payment of that money, though he is not a person to whom it is legally
payable.

(7) A copy of a policy of insurance, certified by an officer or agent of the
insurance company granting the policy, to be a true copy, shall in any
proceedings under this section be prima facie evidence that the child or
young person therein stated to be insured has been in fact so insured, and
that the person in whose favour the policy has been granted is the person
to whom the money thereby insured is legally payable.

(8) For the purposes of this section—
(a) the expression “child” means a person under the age of 14 years;
(b) the expression “young person” means a person who is 14 years of

age or upwards and under the age of 16 years. (Added by Act 12 of
1957.)

116 Enticing or taking away children.
(1) Every person who with intent to deprive any parent or other person having

the lawful charge of any child under the age of 14 years of the possession
of such child unlawfully—
(a) takes or entices away or detains such child, or
(b) receives such child knowing it to have been so taken or enticed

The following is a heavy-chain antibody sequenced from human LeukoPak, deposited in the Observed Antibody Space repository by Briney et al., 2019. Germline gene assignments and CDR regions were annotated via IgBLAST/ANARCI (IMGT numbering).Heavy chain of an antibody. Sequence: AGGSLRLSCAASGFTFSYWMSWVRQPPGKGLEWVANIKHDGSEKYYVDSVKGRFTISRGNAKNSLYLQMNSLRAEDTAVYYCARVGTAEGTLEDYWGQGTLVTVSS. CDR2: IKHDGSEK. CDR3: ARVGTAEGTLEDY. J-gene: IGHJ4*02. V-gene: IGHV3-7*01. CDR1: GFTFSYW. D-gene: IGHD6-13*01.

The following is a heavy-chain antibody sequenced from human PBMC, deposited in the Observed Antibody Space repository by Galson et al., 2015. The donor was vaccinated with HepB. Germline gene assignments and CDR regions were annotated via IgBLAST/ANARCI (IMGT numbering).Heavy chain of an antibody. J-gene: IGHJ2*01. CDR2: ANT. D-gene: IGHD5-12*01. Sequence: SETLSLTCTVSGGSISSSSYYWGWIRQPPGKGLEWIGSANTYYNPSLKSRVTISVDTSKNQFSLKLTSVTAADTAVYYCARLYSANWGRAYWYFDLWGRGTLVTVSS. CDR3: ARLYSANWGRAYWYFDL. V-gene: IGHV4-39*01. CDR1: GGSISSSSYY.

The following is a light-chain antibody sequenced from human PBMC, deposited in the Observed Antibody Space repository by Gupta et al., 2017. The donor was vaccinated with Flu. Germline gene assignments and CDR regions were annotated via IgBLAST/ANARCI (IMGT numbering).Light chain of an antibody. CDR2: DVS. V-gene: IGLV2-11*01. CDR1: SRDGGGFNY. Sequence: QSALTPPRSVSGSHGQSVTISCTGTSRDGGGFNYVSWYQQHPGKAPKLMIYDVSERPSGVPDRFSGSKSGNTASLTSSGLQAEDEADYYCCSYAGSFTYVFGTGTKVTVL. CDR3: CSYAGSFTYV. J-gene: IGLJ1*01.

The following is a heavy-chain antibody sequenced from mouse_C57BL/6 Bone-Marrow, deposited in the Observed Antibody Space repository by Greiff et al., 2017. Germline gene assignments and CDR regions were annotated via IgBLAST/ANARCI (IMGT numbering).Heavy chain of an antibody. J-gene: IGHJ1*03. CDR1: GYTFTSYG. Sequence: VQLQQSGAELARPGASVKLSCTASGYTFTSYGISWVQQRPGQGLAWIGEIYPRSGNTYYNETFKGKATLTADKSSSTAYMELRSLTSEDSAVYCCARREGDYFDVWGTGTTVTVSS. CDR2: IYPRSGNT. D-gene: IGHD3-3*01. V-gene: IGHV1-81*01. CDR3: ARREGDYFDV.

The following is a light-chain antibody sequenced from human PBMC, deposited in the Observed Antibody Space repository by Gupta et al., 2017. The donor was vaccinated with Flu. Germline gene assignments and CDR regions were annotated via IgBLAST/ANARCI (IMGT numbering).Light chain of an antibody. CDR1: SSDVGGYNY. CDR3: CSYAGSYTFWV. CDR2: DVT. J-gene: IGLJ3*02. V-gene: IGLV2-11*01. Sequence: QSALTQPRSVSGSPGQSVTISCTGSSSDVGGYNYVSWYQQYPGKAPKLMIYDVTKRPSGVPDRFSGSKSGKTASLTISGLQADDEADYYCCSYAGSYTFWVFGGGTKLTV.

away as aforesaid,

shall be liable to imprisonment for any period not exceeding 5 years.

(2) Nothing in subsection (1) contained shall render liable to prosecution on
account of getting possession of any such child as is mentioned therein
any person claiming in good faith a right to the possession of such child
nor any person being the mother of an illegitimate child.

Illustration

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Sub-section (2). A mother believing in good faith but mistakenly
that she has the right to the custody of her child under an agreement
with its father who is her husband takes it away from the father. She
is not guilty of offending against this section.

117 Enticing woman to desert husband.
Every person who entices any married women to desert her husband shall be
liable to a fine not exceeding $500 and in default of payment thereof to
imprisonment for any period not exceeding 12 months. (Amended by Act 9 of
1987.)

118 Rape.
(1) Any person committing rape that is to say any person who carnally knows

any female—
(a) against her will, or